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Technical Paper

Measurement and Modeling of Thermal Flows in an Air-Cooled Engine

1996-08-01
961731
Control of the flow of thermal energy in an air-cooled engine is important to the overall performance of the engine because of potential effects on engine performance, durability, design, and emissions. A methodology is being developed for the assessment of thermal flows in air-cooled engines, which includes the use of cycle simulation and in-cylinder heat flux measurements. The mechanism for the combination of cycle simulation, the measurement of in-cylinder heat flux and wall temperatures, and comparison of predicted and measured heat flux in the methodology is presented. The methodology consists of both simulation and experimental phases. To begin, a one-dimensional gas dynamics code (WAVE) has been used in conjunction with a detailed in-cylinder flow and combustion model (IRIS) in order to simulate engine operation in a variety of operating conditions. The methods used to apply the model to the air-cooled engine case are described in detail.
Technical Paper

Hydrodynamics of Droplet Impingement on a Heated Surface

1993-03-01
930919
The impingement of liquid fuels on surfaces in IC engines affects performance and emissions. To better understand liquid/solid interactions, the impact of single droplets on a healed surface was experimentally examined. The droplet impingement was photographed with a high speed cine camera to obtain a history of the hydrodynamics of the impingement process. Images obtained from the cine photography were inspected to determine hydrodynamic regimes: wetting, transition, and non-wetting, associated with the specific impingement conditions (droplet size, velocity, surface temperature, and ambient pressure). Images from selected impingement conditions were further analyzed to quantify the atomization resulting from the impingement.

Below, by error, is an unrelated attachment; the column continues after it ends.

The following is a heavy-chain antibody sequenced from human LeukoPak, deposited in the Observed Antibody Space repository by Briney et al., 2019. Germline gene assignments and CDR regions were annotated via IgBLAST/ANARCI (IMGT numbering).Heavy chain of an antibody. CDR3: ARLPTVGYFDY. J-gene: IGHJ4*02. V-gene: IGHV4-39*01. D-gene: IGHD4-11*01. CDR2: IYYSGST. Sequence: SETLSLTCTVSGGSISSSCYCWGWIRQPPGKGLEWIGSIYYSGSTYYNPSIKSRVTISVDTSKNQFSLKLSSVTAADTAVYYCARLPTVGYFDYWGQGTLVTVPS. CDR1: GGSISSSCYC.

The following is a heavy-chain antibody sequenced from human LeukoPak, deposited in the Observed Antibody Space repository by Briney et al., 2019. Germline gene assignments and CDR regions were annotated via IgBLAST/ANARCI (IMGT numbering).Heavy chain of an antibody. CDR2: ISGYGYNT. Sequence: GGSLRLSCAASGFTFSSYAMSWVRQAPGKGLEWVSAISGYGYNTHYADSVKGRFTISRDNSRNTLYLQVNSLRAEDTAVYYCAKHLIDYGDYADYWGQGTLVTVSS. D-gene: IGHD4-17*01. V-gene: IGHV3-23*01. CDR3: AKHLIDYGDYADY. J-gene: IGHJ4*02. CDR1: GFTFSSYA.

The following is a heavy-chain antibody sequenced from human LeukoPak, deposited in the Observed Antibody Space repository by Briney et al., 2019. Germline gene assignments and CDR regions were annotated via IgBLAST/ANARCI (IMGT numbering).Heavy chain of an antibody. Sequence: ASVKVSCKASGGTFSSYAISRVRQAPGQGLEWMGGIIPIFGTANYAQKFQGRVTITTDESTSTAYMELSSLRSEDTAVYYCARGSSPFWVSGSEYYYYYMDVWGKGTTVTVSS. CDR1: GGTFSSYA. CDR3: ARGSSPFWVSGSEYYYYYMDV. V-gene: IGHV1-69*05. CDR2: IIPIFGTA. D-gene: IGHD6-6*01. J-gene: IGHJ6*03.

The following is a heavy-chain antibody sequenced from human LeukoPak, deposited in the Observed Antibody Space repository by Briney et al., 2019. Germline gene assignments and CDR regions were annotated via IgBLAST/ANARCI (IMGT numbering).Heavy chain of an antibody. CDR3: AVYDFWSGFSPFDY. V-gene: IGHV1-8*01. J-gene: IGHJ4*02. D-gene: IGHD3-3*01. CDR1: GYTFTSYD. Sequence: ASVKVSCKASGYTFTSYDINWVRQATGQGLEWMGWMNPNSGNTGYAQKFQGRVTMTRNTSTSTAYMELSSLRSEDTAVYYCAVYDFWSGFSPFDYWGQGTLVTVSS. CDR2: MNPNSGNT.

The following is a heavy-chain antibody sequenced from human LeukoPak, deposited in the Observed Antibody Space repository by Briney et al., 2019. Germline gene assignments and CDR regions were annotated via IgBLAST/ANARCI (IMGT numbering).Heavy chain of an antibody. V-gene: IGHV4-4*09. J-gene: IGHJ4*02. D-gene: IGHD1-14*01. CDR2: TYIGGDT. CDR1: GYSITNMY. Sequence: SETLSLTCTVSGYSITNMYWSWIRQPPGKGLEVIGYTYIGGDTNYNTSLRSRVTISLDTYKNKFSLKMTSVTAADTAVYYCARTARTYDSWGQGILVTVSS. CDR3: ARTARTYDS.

Technical Paper

Determination of Flame-Front Equivalence Ratio During Stratified Combustion

2003-03-03
2003-01-0069
Combustion under stratified operating conditions in a direct-injection spark-ignition engine was investigated using simultaneous planar laser-induced fluorescence imaging of the fuel distribution (via 3-pentanone doped into the fuel) and the combustion products (via OH, which occurs naturally). The simultaneous images allow direct determination of the flame front location under highly stratified conditions where the flame, or product, location is not uniquely identified by the absence of fuel. The 3-pentanone images were quantified, and an edge detection algorithm was developed and applied to the OH data to identify the flame front position. The result was the compilation of local flame-front equivalence ratio probability density functions (PDFs) for engine operating conditions at 600 and 1200 rpm and engine loads varying from equivalence ratios of 0.89 to 0.32 with an unthrottled intake. Homogeneous conditions were used to verify the integrity of the method.
Journal Article

Pathline Analysis of Full-cycle Four-stroke HCCI Engine Combustion Using CFD and Multi-Zone Modeling

2008-04-14
2008-01-0048
This paper investigates flow and combustion in a full-cycle simulation of a four-stroke, three-valve HCCI engine by visualizing the flow with pathlines. Pathlines trace massless particles in a transient flow field. In addition to visualization, pathlines are used here to trace the history, or evolution, of flow fields and species. In this study evolution is followed from the intake port through combustion. Pathline analysis follows packets of intake charge in time and space from induction through combustion. The local scalar fields traversed by the individual packets in terms of velocity magnitude, turbulence, species concentration and temperatures are extracted from the simulation results. The results show how the intake event establishes local chemical and thermal environments in-cylinder and how the species respond (chemically react) to the local field.
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